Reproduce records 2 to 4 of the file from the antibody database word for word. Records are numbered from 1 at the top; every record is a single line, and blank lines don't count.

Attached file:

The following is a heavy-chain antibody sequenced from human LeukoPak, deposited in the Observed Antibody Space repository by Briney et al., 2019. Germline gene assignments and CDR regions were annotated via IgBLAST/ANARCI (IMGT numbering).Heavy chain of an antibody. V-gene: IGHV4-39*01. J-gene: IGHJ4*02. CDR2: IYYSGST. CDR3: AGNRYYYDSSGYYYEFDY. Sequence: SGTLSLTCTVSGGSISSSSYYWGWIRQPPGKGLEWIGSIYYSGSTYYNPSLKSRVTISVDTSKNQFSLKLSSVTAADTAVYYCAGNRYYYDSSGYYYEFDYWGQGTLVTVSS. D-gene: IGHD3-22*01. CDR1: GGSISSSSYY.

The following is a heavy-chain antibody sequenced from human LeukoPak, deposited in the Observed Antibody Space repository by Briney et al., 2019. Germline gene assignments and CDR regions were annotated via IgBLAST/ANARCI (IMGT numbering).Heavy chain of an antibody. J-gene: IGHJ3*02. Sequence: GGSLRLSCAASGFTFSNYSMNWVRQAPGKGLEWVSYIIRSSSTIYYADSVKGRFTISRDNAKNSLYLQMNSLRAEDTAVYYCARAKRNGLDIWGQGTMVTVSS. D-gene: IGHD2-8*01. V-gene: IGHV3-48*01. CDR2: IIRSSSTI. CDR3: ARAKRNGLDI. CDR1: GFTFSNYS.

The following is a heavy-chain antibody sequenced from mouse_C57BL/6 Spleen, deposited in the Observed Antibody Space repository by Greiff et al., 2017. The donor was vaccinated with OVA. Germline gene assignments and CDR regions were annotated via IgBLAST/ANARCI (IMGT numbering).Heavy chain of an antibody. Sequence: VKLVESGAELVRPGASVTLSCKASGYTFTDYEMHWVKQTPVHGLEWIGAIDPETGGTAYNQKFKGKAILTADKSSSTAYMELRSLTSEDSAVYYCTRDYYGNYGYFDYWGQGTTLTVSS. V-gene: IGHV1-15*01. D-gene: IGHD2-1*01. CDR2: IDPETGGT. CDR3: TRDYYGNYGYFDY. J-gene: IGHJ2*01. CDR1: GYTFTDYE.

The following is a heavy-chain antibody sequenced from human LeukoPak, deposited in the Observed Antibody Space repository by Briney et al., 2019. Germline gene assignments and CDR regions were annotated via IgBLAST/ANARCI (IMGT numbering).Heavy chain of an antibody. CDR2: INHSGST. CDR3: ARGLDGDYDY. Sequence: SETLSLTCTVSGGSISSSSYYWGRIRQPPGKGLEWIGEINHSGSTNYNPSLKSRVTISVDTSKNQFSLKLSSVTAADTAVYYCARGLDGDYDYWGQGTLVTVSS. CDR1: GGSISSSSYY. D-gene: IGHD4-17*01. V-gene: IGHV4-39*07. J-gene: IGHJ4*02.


The following is a heavy-chain antibody sequenced from human LeukoPak, deposited in the Observed Antibody Space repository by Briney et al., 2019. Germline gene assignments and CDR regions were annotated via IgBLAST/ANARCI (IMGT numbering).Heavy chain of an antibody. J-gene: IGHJ3*02. Sequence: GGSLRLSCAASGFTFSNYSMNWVRQAPGKGLEWVSYIIRSSSTIYYADSVKGRFTISRDNAKNSLYLQMNSLRAEDTAVYYCARAKRNGLDIWGQGTMVTVSS. D-gene: IGHD2-8*01. V-gene: IGHV3-48*01. CDR2: IIRSSSTI. CDR3: ARAKRNGLDI. CDR1: GFTFSNYS.

The following is a heavy-chain antibody sequenced from mouse_C57BL/6 Spleen, deposited in the Observed Antibody Space repository by Greiff et al., 2017. The donor was vaccinated with OVA. Germline gene assignments and CDR regions were annotated via IgBLAST/ANARCI (IMGT numbering).Heavy chain of an antibody. Sequence: VKLVESGAELVRPGASVTLSCKASGYTFTDYEMHWVKQTPVHGLEWIGAIDPETGGTAYNQKFKGKAILTADKSSSTAYMELRSLTSEDSAVYYCTRDYYGNYGYFDYWGQGTTLTVSS. V-gene: IGHV1-15*01. D-gene: IGHD2-1*01. CDR2: IDPETGGT. CDR3: TRDYYGNYGYFDY. J-gene: IGHJ2*01. CDR1: GYTFTDYE.

The following is a heavy-chain antibody sequenced from human LeukoPak, deposited in the Observed Antibody Space repository by Briney et al., 2019. Germline gene assignments and CDR regions were annotated via IgBLAST/ANARCI (IMGT numbering).Heavy chain of an antibody. CDR2: INHSGST. CDR3: ARGLDGDYDY. Sequence: SETLSLTCTVSGGSISSSSYYWGRIRQPPGKGLEWIGEINHSGSTNYNPSLKSRVTISVDTSKNQFSLKLSSVTAADTAVYYCARGLDGDYDYWGQGTLVTVSS. CDR1: GGSISSSSYY. D-gene: IGHD4-17*01. V-gene: IGHV4-39*07. J-gene: IGHJ4*02.